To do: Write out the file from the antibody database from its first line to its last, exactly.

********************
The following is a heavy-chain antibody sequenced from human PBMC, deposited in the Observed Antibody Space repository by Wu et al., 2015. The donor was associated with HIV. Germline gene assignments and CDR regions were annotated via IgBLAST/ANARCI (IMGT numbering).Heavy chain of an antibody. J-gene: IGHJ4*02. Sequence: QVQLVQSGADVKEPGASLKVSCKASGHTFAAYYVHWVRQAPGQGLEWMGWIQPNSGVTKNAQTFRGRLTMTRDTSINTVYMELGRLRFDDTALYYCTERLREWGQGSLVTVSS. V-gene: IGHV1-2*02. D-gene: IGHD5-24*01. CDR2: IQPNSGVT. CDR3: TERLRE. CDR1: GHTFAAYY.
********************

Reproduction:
The following is a heavy-chain antibody sequenced from human PBMC, deposited in the Observed Antibody Space repository by Wu et al., 2015. The donor was associated with HIV. Germline gene assignments and CDR regions were annotated via IgBLAST/ANARCI (IMGT numbering).Heavy chain of an antibody. J-gene: IGHJ4*02. Sequence: QVQLVQSGADVKEPGASLKVSCKASGHTFAAYYVHWVRQAPGQGLEWMGWIQPNSGVTKNAQTFRGRLTMTRDTSINTVYMELGRLRFDDTALYYCTERLREWGQGSLVTVSS. V-gene: IGHV1-2*02. D-gene: IGHD5-24*01. CDR2: IQPNSGVT. CDR3: TERLRE. CDR1: GHTFAAYY.